Living Out At Uni
The day that I found out that I was accepted into my first choice of University, I was ecstatic. Not so much because I got in, but because my parents had relentlessly agreed to let me live out in my first year. It was foreign grounds I was treading on as no girl in our family had ever done it; a taboo that a young 19 year old unmarried Muslim girl would even think about moving out from her family home without a guardian for at least 1 day let alone 1 year. There were conditions of course. The one being that I had to come home every weekend but I was okay with that as I had a part-time weekend job any ways.
For me at the time, this new found freedom was liberating. I had finally clawed away from the clutches of parent domination – just like what any other girl my age probably thought at the time. Boy was I wrong.
I have to admit in hindsight, University days was one of the best experiences of my life and I don’t regret any day that I spent there, even now. As the first day approached the reality set in that I would be on my own away from family and friends, ready to take on the Big Wide World. I was not wearing hijaab at the time but I was aware of my Islamic duties. As my parents bid me farewell on my first night I clearly remember my mother’s last parting words: “Don’t forget child...Allah is watching you.” These were the same words that would keep me in check over the next 3 years.
I remember the first night at University, I did not know anyone. My cousin lived on the other side of the campus and told me to come and meet him at the Student Union Bar. It was the first and last time I would step into it. I recognised quite a few Muslim sisters from back home but not on a personal basis and I remember getting a culture shock on my first night. I recall girls speaking to their parents on the phone, openly lying about where they were and then running off to clubs in London raving all night. This was a daily occurrence. Not the lifestyle for me...more so because my mum’s parting words echoed in my head constantly.
It was on the first night I realised the power I had to manipulate and really live my life on my own terms. It sounds cliché but I literally was at a cross road with two paths and I could choose whichever I wanted to take and knew that I could get away with it. The question was would my conscious let me get away with it? I think not. I realised the trust that my parents had put in me to act responsibly, and that it would take me one wrong move and I can lose that trust in an instant. The consequences would have been detrimental not only for me but for the rest of the aspiring girls in my family. I therefore made a conscious effort to stay away from the “raving” crowd and instead put myself in the company of practising sisters.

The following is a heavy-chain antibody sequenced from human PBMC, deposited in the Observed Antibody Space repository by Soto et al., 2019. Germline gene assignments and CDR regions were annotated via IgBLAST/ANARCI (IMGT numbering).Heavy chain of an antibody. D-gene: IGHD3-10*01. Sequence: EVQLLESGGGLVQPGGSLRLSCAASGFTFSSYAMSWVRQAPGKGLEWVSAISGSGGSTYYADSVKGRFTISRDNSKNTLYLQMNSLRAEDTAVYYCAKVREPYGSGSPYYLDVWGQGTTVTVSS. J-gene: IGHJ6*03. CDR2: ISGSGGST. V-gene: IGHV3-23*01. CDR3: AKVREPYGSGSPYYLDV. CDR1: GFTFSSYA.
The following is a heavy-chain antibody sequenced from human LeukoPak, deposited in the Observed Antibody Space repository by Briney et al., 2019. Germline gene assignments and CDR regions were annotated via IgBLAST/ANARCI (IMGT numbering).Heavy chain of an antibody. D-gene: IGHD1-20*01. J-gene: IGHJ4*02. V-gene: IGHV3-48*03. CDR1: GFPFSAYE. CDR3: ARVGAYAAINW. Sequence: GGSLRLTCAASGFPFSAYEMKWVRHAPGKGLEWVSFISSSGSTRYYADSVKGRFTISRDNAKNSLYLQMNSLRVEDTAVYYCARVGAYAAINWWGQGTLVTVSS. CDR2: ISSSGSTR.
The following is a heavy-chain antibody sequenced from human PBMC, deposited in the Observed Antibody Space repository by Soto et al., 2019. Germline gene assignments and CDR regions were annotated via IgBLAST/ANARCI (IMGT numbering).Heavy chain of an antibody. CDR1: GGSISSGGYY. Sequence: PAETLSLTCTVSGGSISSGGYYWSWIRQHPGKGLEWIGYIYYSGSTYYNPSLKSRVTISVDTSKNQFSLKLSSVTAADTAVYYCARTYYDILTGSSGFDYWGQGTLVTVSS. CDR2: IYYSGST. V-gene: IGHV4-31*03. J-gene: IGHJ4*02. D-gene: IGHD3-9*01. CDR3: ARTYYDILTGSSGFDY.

Ramadhan was only round the corner and it could not have come at a perfect time. I enrolled into the Islamic Society and the head sister took it upon herself to make me her personal project, later becoming one of my best friends. I woke up one day and started wearing the hijaab not because my parents wanted me to or because everyone else told me to but because it was the right thing to do, one of the best decisions of my life but above all I had realised that it was my obligation to Allah (SWT). Little did I know that this path I had chosen to take would literally pave my future in to the person I have become today. No regrets.
It was with each day that I externalised my religion through my dress and my actions that I became stronger in my religion and I was able to differentiate between what was right and wrong but most importantly, I became aware of my moral and Islamic duty to my parents and the society to act as a role model for others.
I was given a rare opportunity by my parents and by Allah (SWT) to take a decision that would either ruin me or would nurture my love for the religion and Alhamdulillah I chose the latter.
The biggest motivation for me was my mother’s words and Allah’s guidance. Without the two, I probably would have taken a different path in University. As I said earlier I have no regrets. You have to make your own place in the world. How has this shaped me as the person I am today? I am confident and independent with the ability to make my own decisions in a world dictated by media pressures of being a certain way. The wow factor in this all and I think to a certain extent works to my advantage is that I am a young Muslim girl and I know I can walk into a corporate office and have no issues with working with other men and women from different backgrounds and ethnicities. Above all of this, I am able to strike a balance between my morals, religion and “Britishness”. I don’t think I would have had such confidence if I did not live out.
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